One of the course skills that address the issues that “top-down” learners experience is called frameworking. This skill teaches “top-down” learners how to find the organizational structure in learning materials so they can learn more effectively in and out of class. We spent a lot of time working on this skill during the course, and I was impressed to see how effective it was in detangling some of the dense, incomprehensible learning materials we used as examples and in the homework.
#5 I never knew I could use the second floor of my grandmother’s house and an anthropomorphized Venti Caramel Macchiato from Starbucks to help me remember, in detail, the four causes of hyperthyroidism.
Outside of the core skills of frameworking, dynamic reading and marking, and self-testing, Ryan and Dave teach their students several accessory skills to help them remember facts and information. These include mapping and memory palaces. While I had heard of these techniques, I had no experience with them, and I was skeptical as they sounded like gimmicks. My mind changed as I learned and applied these techniques to help me remember information with detail and accuracy. I wish I had known about these skills as a student — I know they would have made a massive difference in my learning.
#4 “By failing to plan, you are planning to fail.”
Trying to navigate a health professional program without a plan is a recipe for disaster. The amount of work the average student handles daily is too extensive to “wing it.” While most students would agree with this statement, many lack the knowledge, skills, and tools necessary to effectively manage learning massive amounts of dense information in short periods. During the class, Ryan taught a multilayered, interconnected approach to time and workflow management. He introduced easy-to-use tools like the ideal schedule, study manager, and academic study agenda that allow students to track their progress and control their work.
#3 Regarding exam questions, partial knowledge and strong test-taking skills can make all the difference.
One of the more interesting things that happened to me during the STATMed course was a shift in my belief about the utility of partial knowledge on exams. As a professor, I have cultivated a binary mentality about exam questions. You can either apply the material and get the question right, or you can’t. While I still believe this is primarily true for questions involving direct recall of facts or mathematical calculations, my thinking has shifted for clinical case vignettes that are common on didactic and board/licensing exams. I learned that if you have a structured approach to reading, analyzing, and answering these vignette questions, you can use partial knowledge and critical thinking skills to get the question right. As I practiced this approach, I was surprised to see that I could answer complex clinical board-style questions largely outside my area of expertise by using partial knowledge and the method taught in the STATMed class.
#2: All roads lead to retrieval practice.
I am a massive fan of evidence-based study strategies, and they serve as the foundation for all my work as an academic coach, advisor, and faculty member. Of all these strategies, the one “must-have” is retrieval practice. Also known as self-testing or active recall, this approach is based on the well-known and studied testing effect. Over 100 years of research have shown the act of attempting to remember something strengthens memory and encodes that information in long-term memory. I was happy to see that STATMed methodology relies heavily on this approach as well as other evidence-based approaches like spacing, interleaving, and elaboration.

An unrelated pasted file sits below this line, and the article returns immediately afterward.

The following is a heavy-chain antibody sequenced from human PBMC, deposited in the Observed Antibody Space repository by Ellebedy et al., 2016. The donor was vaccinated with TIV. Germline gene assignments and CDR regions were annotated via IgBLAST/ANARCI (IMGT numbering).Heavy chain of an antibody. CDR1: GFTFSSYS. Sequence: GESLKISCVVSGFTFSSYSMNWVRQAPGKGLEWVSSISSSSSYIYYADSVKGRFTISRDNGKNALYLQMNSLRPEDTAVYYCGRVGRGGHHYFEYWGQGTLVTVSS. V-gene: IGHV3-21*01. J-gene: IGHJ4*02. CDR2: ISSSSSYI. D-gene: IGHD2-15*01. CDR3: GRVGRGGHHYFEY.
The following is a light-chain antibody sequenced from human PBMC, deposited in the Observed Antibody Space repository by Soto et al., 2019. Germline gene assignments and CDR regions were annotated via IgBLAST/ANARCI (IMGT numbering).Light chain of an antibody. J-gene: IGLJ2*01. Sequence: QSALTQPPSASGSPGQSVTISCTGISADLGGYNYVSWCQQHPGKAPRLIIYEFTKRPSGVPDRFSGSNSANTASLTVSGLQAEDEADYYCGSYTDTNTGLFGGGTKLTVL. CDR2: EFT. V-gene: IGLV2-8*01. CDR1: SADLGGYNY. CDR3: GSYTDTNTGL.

#1 Students in this course undergo a profound transformation in how they approach learning in and out of the classroom.
As I took the Study Skills Class, I experienced it in two different ways, as a learner and a teacher. As a teacher and academic coach, I believe three key indicators need to be present if students are going to make headway in their academic performance. First, students need to have personal insights into why their approach to learning and studying is not working. Ryan has recently redesigned his studies skills course to include flipped classroom elements. This allowed him more time to debrief with students each day and to enable them to reflect on insights that they had gained. These in-class conversations allowed the students to learn from one another’s insights. Second, students need to be taught viable alternative behaviors and skills. It was clear that each of the students in the class quickly grasped the utility of each of the approaches they were learning and how they could help improve their time management and studying. The use of authentic learning materials and assignments helped to facilitate this. As they practiced each skill, they could see firsthand how that skill could benefit them both in and outside of the class. Lastly, students need to commit to behavior change for any of this to be effective. During the course, I could see my classmate’s realization that their prior approaches to learning weren’t working. Their commitment to tearing down and rebuilding those skills was evident. Each student demonstrated enthusiasm to use their newly acquired skills and knowledge, and their optimism grew daily.
As a learner, I experienced many insights and unexpected emotions. I also learned new skills and approaches to learning, and thoroughly enjoyed my experience. Ryan and his team take great pride in the product they have created. They listen to their clients, understand their unique learning struggles, and help them retool their learning approach to achieve their dreams of becoming health care providers. If you are someone who is struggling in your health professions program, I can’t recommend this course enough.
Interested in learning more? Check out the STATMed Study Skills Class today!
Don’t miss our 4-part miniseries where alumni debrief on their experience with the Study Skills Class.